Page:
A Norwegian artist, Morten Traavik, is organising an online beauty contest with a difference: the candidates are Angolan women injured by landmines.
Some aid agencies have called the project a “freakshow”.
I think I approve but am not sure. As an attention-getting stunt the contest is certainly effective, and it has a serious development aim. Does it exploit and demean women and the disabled? No more than any beauty contest, and probably less – it’s especially valuable to these particular women to feel glamorous and desirable. The women are volunteers affirming themselves in an odd way, not passive objects of Western benevolence like Princess Di’s. Beauty contests are popular in Angola anyway, so Traavik’s scheme is not of itself cultural colonialism.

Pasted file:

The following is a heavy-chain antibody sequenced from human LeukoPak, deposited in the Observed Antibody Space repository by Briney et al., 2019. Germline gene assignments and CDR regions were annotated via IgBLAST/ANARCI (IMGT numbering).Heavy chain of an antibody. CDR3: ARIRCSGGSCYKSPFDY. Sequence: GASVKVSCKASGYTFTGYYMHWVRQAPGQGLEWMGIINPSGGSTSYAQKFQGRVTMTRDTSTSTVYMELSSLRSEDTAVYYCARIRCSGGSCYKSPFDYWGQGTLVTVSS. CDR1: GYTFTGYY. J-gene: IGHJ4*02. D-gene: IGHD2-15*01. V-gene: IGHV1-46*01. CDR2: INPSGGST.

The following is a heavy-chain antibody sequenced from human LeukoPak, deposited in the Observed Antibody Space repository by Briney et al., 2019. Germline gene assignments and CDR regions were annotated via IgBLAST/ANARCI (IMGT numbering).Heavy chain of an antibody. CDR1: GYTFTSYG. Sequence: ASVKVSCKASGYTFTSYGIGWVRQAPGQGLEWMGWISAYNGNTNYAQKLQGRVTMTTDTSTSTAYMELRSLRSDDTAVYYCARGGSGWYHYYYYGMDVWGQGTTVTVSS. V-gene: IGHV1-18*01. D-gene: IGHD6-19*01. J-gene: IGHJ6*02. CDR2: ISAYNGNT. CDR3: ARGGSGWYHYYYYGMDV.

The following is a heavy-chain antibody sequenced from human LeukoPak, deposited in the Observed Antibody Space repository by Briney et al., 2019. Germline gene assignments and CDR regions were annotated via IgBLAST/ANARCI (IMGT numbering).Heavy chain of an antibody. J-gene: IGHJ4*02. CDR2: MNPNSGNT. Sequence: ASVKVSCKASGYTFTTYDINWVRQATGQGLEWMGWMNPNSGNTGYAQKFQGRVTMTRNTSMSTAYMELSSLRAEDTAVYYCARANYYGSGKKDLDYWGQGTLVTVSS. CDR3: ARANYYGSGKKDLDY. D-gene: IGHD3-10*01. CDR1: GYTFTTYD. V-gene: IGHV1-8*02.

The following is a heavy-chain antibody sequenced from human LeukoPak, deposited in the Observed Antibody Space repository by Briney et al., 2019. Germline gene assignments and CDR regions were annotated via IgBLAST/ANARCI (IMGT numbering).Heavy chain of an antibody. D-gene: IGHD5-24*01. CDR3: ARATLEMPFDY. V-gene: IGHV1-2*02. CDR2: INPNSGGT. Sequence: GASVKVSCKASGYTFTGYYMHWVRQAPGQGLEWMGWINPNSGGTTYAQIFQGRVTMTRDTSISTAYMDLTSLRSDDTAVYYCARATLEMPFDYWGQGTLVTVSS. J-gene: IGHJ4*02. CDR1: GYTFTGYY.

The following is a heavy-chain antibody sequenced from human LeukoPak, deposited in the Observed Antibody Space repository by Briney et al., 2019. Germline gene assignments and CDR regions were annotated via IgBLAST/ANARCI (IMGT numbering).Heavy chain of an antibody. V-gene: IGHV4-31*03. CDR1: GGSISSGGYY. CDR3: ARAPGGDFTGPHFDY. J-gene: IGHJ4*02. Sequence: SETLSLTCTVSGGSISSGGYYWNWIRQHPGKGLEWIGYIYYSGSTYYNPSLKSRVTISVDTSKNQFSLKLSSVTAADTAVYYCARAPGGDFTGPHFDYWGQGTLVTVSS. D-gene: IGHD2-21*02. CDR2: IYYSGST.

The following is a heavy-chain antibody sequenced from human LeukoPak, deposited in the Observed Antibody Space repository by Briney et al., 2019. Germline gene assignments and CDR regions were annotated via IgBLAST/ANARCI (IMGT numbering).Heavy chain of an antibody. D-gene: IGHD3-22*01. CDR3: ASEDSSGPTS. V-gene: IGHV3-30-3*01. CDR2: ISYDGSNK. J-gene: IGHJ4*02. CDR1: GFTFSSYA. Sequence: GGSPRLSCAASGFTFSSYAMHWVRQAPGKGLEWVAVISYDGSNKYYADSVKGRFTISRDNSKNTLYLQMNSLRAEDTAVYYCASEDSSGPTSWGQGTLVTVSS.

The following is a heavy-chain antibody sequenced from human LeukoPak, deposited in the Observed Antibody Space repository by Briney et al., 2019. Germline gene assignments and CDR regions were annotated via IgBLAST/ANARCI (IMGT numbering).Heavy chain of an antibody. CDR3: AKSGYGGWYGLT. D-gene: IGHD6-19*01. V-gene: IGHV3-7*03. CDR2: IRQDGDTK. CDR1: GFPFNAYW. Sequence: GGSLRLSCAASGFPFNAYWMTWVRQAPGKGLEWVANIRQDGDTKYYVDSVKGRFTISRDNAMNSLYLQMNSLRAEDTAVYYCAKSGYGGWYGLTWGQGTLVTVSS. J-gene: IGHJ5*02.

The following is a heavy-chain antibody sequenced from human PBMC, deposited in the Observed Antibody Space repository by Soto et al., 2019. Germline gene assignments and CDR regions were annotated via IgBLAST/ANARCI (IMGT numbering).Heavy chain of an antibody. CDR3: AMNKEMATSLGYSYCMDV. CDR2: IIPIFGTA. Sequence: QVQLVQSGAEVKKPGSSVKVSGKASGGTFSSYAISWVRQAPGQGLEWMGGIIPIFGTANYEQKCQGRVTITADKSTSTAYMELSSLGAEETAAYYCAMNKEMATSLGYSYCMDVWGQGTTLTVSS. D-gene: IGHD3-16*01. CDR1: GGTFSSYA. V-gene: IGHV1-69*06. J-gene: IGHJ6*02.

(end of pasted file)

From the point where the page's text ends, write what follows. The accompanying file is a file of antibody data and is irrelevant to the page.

What I don’t like is that only the winner gets a free high-tech prosthesis fitted in Norway, a very rich country. I dare say this will change as the final nears.
If you do vote, I suggest sending guilt money to a landmine charity such as Adopt a Minefield (US) or Landmine Action (UK). More addresses here.
As with all foreign aid, there’s a risk of diversion of funds via fungibility: aid for schools etc. allows the government to spend more on palaces and guns. The Angolan government is notoriously bad: the country ranks 147 out of 179 in Transparency International’s “corruption perceptions” world rankings; the Mo Ibrahim Foundation ranks Angola 42 out of 47 African countries on governance. Angola’s huge oil revenue is secret and a lot of it is shunted directly into offshore bank accounts. You could argue that Angola’s kleptocracy is so extreme that aid diversion becomes difficult. Anyway, aid diversion is an argument for supporting schemes like Traavik’s that work on attitudes – for states of mind can’t be stolen.